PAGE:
For one who has trained with Michael Phelps, Brooke Hanson Adrian Radley, Michael Klim, Geoff Hugill and Alexander Popov, Sri Lanka’s Olympic swimmer Conrad Francis is simple and unassuming. Currently this 29-year swimming sensation is coaching the Bishop’s College team and is in charge of a private squad at the British School High Performance Swimming Institute where 70 hand picked swimmers are being put through their paces.
|Conrad Francis in action
Speaking on the Bishop’s team, Conrad says that he is putting the girls through a development programme and the girls are responding well. Last year the Bishop’s team was led by Akila Fowzie and this year the Bishop’s skipper is Nethmi Gunadasa. “The Bishop’s team fared well last year and are bound to do well this year too,” said Conrad.
He is full of confidence in producing top swimmers at the 70 member Private Squad at the British School as well. Conrad is being assisted by Jeevan Nadeeshan in this endeavour. According to Conrad the Private Squad has been grouped into four categories. The first is the Age Group team. Second the senior team, thirdly the Novices Group and lastly the Learn to Swim Group for beginners.
He takes pride in saying that some members of the S. Thomas’ swimming team including some of the Thomian water-polo players who bagged the Hayman Trophy defeating Royal in the Royal-Thomian water-polo encounter too are currently in this Private Squad. Conrad who specializes in the Butterfly and Backstroke events has been put through his phases in Australia by Leigh Nugent, Mark Thompson, Grant Watson and Simon Moule which had included 11 water sessions, three gym sessions in a training session embracing 14 sessions per week. “This is a tough training session, but it works. I am having the same sessions at the British School High Performance Swimming Institute where I am assisted by Roshan, the NOC Manager in Technogym training and Ms. Nishanthan Shiroze,” said Conrad.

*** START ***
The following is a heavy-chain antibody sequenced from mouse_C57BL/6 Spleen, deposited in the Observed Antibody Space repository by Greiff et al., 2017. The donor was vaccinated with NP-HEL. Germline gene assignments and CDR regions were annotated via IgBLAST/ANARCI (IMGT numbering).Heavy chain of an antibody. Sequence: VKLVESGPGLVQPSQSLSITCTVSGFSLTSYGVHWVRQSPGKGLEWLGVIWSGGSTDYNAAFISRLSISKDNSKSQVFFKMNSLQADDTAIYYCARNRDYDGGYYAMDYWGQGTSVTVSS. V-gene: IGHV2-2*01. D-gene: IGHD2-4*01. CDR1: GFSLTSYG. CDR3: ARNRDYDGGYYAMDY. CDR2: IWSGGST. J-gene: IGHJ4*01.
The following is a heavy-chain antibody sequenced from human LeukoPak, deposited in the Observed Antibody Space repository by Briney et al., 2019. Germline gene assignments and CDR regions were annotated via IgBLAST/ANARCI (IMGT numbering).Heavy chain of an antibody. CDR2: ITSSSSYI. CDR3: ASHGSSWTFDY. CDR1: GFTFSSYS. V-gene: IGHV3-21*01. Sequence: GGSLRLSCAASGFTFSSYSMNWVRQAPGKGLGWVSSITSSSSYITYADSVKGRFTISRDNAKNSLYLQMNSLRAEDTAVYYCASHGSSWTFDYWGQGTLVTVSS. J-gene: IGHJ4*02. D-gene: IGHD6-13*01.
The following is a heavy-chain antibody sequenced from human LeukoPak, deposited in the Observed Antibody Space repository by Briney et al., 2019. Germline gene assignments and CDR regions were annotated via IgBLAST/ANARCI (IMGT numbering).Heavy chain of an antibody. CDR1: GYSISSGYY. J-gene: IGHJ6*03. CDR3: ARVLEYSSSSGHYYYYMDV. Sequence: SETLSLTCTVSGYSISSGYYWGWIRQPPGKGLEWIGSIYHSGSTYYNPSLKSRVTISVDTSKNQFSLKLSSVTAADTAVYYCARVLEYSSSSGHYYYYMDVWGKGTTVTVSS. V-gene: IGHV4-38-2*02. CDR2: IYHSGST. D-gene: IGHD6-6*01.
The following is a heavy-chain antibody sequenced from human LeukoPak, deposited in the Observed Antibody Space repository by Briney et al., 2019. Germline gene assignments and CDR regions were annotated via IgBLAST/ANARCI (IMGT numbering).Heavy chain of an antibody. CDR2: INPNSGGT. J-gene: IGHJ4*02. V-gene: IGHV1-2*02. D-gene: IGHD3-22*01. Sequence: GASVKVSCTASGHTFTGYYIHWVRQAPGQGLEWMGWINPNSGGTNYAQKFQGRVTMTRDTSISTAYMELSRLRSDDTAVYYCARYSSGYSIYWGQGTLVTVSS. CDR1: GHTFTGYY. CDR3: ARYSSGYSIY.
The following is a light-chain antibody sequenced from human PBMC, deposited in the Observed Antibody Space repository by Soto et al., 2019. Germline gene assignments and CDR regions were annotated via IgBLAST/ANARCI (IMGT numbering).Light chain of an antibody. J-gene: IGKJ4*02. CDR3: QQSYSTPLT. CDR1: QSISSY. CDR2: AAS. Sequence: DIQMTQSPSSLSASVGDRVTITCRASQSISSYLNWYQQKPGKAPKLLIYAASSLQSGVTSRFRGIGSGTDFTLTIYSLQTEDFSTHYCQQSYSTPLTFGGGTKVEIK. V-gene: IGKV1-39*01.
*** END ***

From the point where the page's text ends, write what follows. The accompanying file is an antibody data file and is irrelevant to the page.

He also had a word of praise for Heshan Unamboowe, the Trinity lad who led Sri Lanka at the first ever Youth Olympic Games in Singapore last year. “We have the talent. What we have to do is to send them along the black line.” said Conrad. He was obviously referring to the black line in the swimming pool where swimmers follow to keep in line. According to Conrad the swim greats he had trained with in Melbourne, Australia where he had lived for the past six years had made sure that he had gained valuable experience which could be passed on to Sri Lankan swimmers.
Conrad started his swimming career at St. Joseph’s College Colombo at the age of nine years. His first international exposure was at the Asia Pacific Age Group Championships. His pet events are the 100m/50m Butterfly stroke, 100m/50m Breast Stroke.He is a dual Olympian having represented Sri Lanka at the Athens Olympics 2004 and the Sydney Olympics 2000.
Sri Lanka’s National Olympic Committee (NOC) had identified Conrad as a promising swimmer in 1996 to follow the International Olympic Committee Solidarity Scholarship via Asia Sports Linkages Programme which had been funded by the Australian Department of Foreign Affairs and Trade to access high-quality training and Sports Science. “The Australian Sports Commission arranged my training at the Nunawading Club, Victoria Australia and school at Rowville Secondary College.”
After a successful Secondary Education where Conrad received awards in studies and sports achieving the Certificate for Excellence in Swimming he had entered the Swinburne University of Technology in Victoria where he had graduated in Sports and Recreation (2007) and bagged the Certificate IV in Sports and Recreation (Computer Electronic Engineering).
Conrad blossomed out as an outstanding swim coach and instructor and he produced a career profile and his sporting achievements which is too numerous to mention here. Some of his outstanding achievements are being inducted to the ‘Hall of Fame’ by Rowville Secondary College (2002), High Achiever Certificate (1999), the Josephian Blue, Josephian Colours (1996) and being awarded Sri Lanka School Games Colours by the Sri Lanka School Sports Council for Swimming in the years 1994, 1995 and 1996.
His achievements and career milestones are another eye opener of what this swim champion has achieved.